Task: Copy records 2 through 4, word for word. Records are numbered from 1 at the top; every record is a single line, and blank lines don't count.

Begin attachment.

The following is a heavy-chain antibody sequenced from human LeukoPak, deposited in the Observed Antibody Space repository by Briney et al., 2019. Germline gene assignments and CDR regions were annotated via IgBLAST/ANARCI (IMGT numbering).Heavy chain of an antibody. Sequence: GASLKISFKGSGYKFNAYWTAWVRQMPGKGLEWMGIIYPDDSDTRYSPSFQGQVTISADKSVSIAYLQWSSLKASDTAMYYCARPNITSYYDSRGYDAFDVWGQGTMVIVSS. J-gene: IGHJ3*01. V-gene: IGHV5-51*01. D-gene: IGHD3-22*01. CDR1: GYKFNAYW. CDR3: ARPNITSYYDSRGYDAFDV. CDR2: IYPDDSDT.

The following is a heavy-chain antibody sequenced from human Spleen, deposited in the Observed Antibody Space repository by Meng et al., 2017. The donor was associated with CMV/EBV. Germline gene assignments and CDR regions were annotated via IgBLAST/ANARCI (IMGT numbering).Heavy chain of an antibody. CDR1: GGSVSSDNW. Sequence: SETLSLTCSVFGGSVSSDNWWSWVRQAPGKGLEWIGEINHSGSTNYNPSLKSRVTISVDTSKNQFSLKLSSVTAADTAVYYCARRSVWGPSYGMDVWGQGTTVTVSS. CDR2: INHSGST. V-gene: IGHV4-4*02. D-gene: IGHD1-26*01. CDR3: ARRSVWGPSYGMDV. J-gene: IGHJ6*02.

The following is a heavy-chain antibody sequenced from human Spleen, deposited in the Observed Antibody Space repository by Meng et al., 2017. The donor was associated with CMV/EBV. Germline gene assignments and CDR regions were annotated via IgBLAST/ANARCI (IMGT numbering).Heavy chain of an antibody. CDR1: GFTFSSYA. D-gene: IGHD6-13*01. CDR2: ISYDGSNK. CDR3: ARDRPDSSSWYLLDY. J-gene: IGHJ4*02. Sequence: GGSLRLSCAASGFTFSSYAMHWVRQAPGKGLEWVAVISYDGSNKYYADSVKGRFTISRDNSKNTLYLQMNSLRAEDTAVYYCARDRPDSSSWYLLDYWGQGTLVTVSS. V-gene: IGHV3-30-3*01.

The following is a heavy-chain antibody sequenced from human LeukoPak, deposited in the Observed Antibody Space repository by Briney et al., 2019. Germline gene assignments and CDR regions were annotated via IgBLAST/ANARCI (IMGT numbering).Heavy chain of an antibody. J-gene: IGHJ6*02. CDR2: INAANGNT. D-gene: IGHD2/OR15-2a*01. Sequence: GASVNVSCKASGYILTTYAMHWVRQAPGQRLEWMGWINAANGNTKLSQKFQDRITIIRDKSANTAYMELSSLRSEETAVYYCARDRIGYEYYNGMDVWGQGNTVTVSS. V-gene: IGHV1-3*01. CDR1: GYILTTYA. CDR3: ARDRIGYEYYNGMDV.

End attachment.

The following is a heavy-chain antibody sequenced from human Spleen, deposited in the Observed Antibody Space repository by Meng et al., 2017. The donor was associated with CMV/EBV. Germline gene assignments and CDR regions were annotated via IgBLAST/ANARCI (IMGT numbering).Heavy chain of an antibody. CDR1: GGSVSSDNW. Sequence: SETLSLTCSVFGGSVSSDNWWSWVRQAPGKGLEWIGEINHSGSTNYNPSLKSRVTISVDTSKNQFSLKLSSVTAADTAVYYCARRSVWGPSYGMDVWGQGTTVTVSS. CDR2: INHSGST. V-gene: IGHV4-4*02. D-gene: IGHD1-26*01. CDR3: ARRSVWGPSYGMDV. J-gene: IGHJ6*02.

The following is a heavy-chain antibody sequenced from human Spleen, deposited in the Observed Antibody Space repository by Meng et al., 2017. The donor was associated with CMV/EBV. Germline gene assignments and CDR regions were annotated via IgBLAST/ANARCI (IMGT numbering).Heavy chain of an antibody. CDR1: GFTFSSYA. D-gene: IGHD6-13*01. CDR2: ISYDGSNK. CDR3: ARDRPDSSSWYLLDY. J-gene: IGHJ4*02. Sequence: GGSLRLSCAASGFTFSSYAMHWVRQAPGKGLEWVAVISYDGSNKYYADSVKGRFTISRDNSKNTLYLQMNSLRAEDTAVYYCARDRPDSSSWYLLDYWGQGTLVTVSS. V-gene: IGHV3-30-3*01.

The following is a heavy-chain antibody sequenced from human LeukoPak, deposited in the Observed Antibody Space repository by Briney et al., 2019. Germline gene assignments and CDR regions were annotated via IgBLAST/ANARCI (IMGT numbering).Heavy chain of an antibody. J-gene: IGHJ6*02. CDR2: INAANGNT. D-gene: IGHD2/OR15-2a*01. Sequence: GASVNVSCKASGYILTTYAMHWVRQAPGQRLEWMGWINAANGNTKLSQKFQDRITIIRDKSANTAYMELSSLRSEETAVYYCARDRIGYEYYNGMDVWGQGNTVTVSS. V-gene: IGHV1-3*01. CDR1: GYILTTYA. CDR3: ARDRIGYEYYNGMDV.